Researchers have discovered that jumping spiders can hear sounds three meters away. It was first believed that they could only sense nearby air vibrations.
Paul Shamble and Gil Menda learned about the jumping spiders’ unexpected sense of hearing while they were testing the spiders’ brain activity linked to its field of sight. When Menda dragged a chair across the room causing a screeching noise, the brain sensor fired up, indicating activity in the spider’s brain.
“The sensory world of the tiny jumping spider was thought to be dominated by sight and tactile touch. Surprisingly, we found that they also possess an acute sense of hearing. They can hear sounds at distances much farther away than previously thought, even though they lack ears with the eardrums typical of most animals with long-distance hearing,” stated lead researcher Paul Shamble.
Jumping spiders can hear you across the room
Scientists noted that jumping spiders, the largest family of spiders, have behaviors primarily influenced by their sight, as they have the best vision out of any arthropods. They use eyesight for mating, hunting, and landing precise jumps. The jumping spider family, or Salticidae, is characterized by always having four pairs of eyes.
Researchers suggested that these spiders respond to low-frequency sounds by freezing in place, in an attempt to lure away predators. It was also determined that the hairs present on the spiders’ forelegs also had a role in the acoustic perception of stimuli.
Testing how much can spiders hear
The spiders were recorded on video to see how they reacted to specific types of acoustic stimuli. But one of the main inconveniences is that spiders were already known to be sensitive to air vibrations.
The test subjects were surrounded by a wired mesh, and a speaker was set 2-and-a-half meters away. The speaker emitted sounds equivalent to 80 Hz and 2,000 Hz. The responses to low-frequency sounds were more noticeable, as the spiders froze in place most of the times that the sound was perceived, which leads to the conclusion that freezing in place is one of the jumping spiders’ anti-predatorial mechanisms.
The brain activity of the spiders was also measured. The subjects were anesthetized and held in place by using a 3D-printed spider holder and wax. Then researchers inserted a microprobe onto the spiders’ brain to record neural activity.
Then the spiders were submitted to different variations of acoustic stimuli. The sounds were played 2, 3, and 3.3 meters away. The sound was measured with a microphone, and the spider was also recorded. Researchers also took into account the vibrations that may have been perceived by the spiders, which would not count as acoustic stimuli.
Spiders may hear through the hair on their legs
The spiders appeared to react more forcibly to low frequencies, and it seems that their filiform hairs were particularly sensitive and did not react to acoustic stimuli but rather to air vibrations. Spiders are capable of capturing prey without any visual assistance, guiding themselves with the vibrations perceived by the hairs on their legs. These hairs are also present on cockroaches and crickets, mainly to escape danger by sensing the air vibration that surges when a predator approaches from behind.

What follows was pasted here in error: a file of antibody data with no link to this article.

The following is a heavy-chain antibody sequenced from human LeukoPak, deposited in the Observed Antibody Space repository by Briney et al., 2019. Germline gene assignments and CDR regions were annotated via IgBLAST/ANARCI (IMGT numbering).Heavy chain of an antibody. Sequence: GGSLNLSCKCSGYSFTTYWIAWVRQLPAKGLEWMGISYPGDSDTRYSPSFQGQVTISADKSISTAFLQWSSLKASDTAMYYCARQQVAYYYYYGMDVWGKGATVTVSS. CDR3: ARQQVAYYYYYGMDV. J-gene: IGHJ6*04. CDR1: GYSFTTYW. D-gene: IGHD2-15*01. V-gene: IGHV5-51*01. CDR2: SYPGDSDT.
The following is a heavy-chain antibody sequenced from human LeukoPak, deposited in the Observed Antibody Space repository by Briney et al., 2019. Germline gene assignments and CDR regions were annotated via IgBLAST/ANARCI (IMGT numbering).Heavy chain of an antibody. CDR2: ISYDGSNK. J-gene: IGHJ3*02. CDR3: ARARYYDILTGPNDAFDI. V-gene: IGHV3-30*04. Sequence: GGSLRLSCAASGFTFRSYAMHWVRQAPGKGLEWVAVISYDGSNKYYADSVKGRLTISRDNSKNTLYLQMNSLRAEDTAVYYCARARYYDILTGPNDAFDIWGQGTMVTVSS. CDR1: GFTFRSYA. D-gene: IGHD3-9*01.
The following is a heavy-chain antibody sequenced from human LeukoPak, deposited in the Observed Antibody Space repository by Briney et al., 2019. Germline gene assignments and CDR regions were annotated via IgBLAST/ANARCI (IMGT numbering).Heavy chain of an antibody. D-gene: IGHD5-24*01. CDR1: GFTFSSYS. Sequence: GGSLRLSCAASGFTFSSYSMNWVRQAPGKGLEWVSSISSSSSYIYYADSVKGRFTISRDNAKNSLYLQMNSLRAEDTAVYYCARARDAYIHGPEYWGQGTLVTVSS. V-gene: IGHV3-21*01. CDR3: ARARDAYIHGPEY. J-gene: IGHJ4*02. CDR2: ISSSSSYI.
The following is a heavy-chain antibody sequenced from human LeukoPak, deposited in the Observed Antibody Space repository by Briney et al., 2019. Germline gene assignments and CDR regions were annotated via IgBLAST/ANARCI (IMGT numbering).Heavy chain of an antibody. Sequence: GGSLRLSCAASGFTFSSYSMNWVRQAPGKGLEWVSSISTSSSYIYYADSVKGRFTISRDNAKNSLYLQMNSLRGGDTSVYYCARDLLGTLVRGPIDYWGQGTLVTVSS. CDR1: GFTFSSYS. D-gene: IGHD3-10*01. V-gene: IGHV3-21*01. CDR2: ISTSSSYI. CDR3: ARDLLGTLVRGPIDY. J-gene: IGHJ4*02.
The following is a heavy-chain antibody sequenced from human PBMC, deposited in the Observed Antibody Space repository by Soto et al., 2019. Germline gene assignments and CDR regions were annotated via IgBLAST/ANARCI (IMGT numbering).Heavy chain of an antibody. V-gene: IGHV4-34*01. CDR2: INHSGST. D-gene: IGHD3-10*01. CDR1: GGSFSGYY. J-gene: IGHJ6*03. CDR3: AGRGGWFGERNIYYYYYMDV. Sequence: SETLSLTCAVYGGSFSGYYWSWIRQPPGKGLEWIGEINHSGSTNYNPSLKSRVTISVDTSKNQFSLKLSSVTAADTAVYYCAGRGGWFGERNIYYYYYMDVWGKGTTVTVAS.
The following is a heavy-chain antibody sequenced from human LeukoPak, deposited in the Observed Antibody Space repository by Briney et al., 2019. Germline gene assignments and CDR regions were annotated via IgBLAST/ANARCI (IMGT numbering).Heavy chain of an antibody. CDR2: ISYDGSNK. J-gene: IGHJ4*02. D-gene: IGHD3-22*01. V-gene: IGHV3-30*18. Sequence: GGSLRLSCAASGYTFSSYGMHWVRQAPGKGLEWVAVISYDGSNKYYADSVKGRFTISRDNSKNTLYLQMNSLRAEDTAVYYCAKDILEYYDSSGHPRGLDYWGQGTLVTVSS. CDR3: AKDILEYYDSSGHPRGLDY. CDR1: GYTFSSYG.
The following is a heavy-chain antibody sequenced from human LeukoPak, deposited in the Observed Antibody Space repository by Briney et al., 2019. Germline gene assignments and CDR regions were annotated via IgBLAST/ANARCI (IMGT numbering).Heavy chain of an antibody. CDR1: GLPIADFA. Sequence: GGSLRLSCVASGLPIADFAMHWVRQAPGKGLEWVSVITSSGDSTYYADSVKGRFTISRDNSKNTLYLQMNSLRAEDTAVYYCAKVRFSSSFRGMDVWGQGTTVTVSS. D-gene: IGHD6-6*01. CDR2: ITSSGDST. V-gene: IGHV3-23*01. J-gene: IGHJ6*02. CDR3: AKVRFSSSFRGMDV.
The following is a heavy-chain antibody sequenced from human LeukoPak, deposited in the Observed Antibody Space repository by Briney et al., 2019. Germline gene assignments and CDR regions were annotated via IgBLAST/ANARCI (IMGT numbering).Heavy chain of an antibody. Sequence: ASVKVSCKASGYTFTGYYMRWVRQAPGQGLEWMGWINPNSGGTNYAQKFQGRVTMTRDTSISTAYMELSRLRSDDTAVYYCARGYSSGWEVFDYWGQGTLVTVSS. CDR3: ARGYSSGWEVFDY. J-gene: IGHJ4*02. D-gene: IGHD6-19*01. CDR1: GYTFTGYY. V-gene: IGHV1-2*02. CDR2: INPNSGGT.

But in the acoustic spectrum, spiders do not have timpani to help them perceive air pressure. Researchers state that airborne sound is comprised of air pressure and particle velocity, but the neurological structures activated by hairs appear to respond to both vibrations and particle velocity.
The study suggests that acoustic startle responses may help spiders determine their focus of attention. Whenever the spider picks up an airborne stimulus, it would use its sense of vision to enable the safest subsequent behavior. After perceiving a sound, the spider would be more attentive to visual cues. Because the spiders lie in place, it is likely that they may be on the look for predators, being ready to jump if anything appears on its field of sight.
Acoustic signals are also emitted by enemy flying insects, such as wasps and flies, which often are regarded as a cause of spider mortality. This is where the hairs on the spiders’ legs come in, which allow them to detect predators. This mechanism now appears to be somehow related to a spider’s hearing sense.
The experiments showed that jumping spiders have the best sense of hearing of all spiders so far. Neurological responses were present even when the distance between the spider and the source of stimulus exceeded 3 meters, allowing for new questions about the true acoustic spectrum of specimens that do not possess an eardrum.
“The ability to detect the presence of threats—even before they become visually apparent—could provide these animals with an important fitness advantage,” said researchers in the paper titled “Airborne Acoustic Perception by a Jumping Spider.”